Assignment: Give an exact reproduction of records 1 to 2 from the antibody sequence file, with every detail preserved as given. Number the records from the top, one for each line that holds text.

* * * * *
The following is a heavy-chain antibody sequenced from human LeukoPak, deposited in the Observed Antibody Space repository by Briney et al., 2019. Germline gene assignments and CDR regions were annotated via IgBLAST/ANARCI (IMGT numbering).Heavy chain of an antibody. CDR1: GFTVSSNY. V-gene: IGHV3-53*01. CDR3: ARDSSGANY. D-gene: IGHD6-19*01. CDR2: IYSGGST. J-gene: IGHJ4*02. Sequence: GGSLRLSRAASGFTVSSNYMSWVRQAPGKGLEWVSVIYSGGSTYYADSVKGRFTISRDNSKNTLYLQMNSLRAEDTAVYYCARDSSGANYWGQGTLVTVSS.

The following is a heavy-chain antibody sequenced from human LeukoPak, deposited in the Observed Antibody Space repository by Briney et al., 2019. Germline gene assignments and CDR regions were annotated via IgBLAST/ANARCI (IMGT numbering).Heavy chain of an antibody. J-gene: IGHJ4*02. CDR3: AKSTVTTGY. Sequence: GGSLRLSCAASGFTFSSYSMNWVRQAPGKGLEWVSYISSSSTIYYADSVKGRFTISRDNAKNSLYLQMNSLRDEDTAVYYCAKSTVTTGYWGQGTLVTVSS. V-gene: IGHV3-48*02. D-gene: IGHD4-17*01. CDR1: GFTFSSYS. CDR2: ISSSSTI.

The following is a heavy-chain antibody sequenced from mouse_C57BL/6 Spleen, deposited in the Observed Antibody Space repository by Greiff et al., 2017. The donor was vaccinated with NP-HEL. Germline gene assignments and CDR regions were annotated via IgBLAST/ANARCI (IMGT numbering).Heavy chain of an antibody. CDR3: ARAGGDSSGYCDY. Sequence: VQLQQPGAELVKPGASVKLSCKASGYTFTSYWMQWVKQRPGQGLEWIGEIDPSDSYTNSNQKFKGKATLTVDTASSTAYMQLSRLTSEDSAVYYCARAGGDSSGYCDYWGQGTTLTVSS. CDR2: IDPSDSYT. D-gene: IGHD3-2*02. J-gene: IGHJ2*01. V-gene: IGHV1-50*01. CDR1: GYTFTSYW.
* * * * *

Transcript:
The following is a heavy-chain antibody sequenced from human LeukoPak, deposited in the Observed Antibody Space repository by Briney et al., 2019. Germline gene assignments and CDR regions were annotated via IgBLAST/ANARCI (IMGT numbering).Heavy chain of an antibody. CDR1: GFTVSSNY. V-gene: IGHV3-53*01. CDR3: ARDSSGANY. D-gene: IGHD6-19*01. CDR2: IYSGGST. J-gene: IGHJ4*02. Sequence: GGSLRLSRAASGFTVSSNYMSWVRQAPGKGLEWVSVIYSGGSTYYADSVKGRFTISRDNSKNTLYLQMNSLRAEDTAVYYCARDSSGANYWGQGTLVTVSS.

The following is a heavy-chain antibody sequenced from human LeukoPak, deposited in the Observed Antibody Space repository by Briney et al., 2019. Germline gene assignments and CDR regions were annotated via IgBLAST/ANARCI (IMGT numbering).Heavy chain of an antibody. J-gene: IGHJ4*02. CDR3: AKSTVTTGY. Sequence: GGSLRLSCAASGFTFSSYSMNWVRQAPGKGLEWVSYISSSSTIYYADSVKGRFTISRDNAKNSLYLQMNSLRDEDTAVYYCAKSTVTTGYWGQGTLVTVSS. V-gene: IGHV3-48*02. D-gene: IGHD4-17*01. CDR1: GFTFSSYS. CDR2: ISSSSTI.